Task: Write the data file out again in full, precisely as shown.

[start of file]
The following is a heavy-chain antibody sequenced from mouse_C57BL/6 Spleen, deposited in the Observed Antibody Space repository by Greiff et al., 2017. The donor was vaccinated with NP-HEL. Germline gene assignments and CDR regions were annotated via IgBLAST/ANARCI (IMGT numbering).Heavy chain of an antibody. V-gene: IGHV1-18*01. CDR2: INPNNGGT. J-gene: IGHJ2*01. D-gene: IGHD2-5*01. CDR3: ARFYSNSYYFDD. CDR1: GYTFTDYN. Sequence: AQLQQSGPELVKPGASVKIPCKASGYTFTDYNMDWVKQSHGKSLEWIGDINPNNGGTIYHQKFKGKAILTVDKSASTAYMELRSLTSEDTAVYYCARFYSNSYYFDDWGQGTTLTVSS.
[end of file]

The following is a heavy-chain antibody sequenced from mouse_C57BL/6 Spleen, deposited in the Observed Antibody Space repository by Greiff et al., 2017. The donor was vaccinated with NP-HEL. Germline gene assignments and CDR regions were annotated via IgBLAST/ANARCI (IMGT numbering).Heavy chain of an antibody. V-gene: IGHV1-18*01. CDR2: INPNNGGT. J-gene: IGHJ2*01. D-gene: IGHD2-5*01. CDR3: ARFYSNSYYFDD. CDR1: GYTFTDYN. Sequence: AQLQQSGPELVKPGASVKIPCKASGYTFTDYNMDWVKQSHGKSLEWIGDINPNNGGTIYHQKFKGKAILTVDKSASTAYMELRSLTSEDTAVYYCARFYSNSYYFDDWGQGTTLTVSS.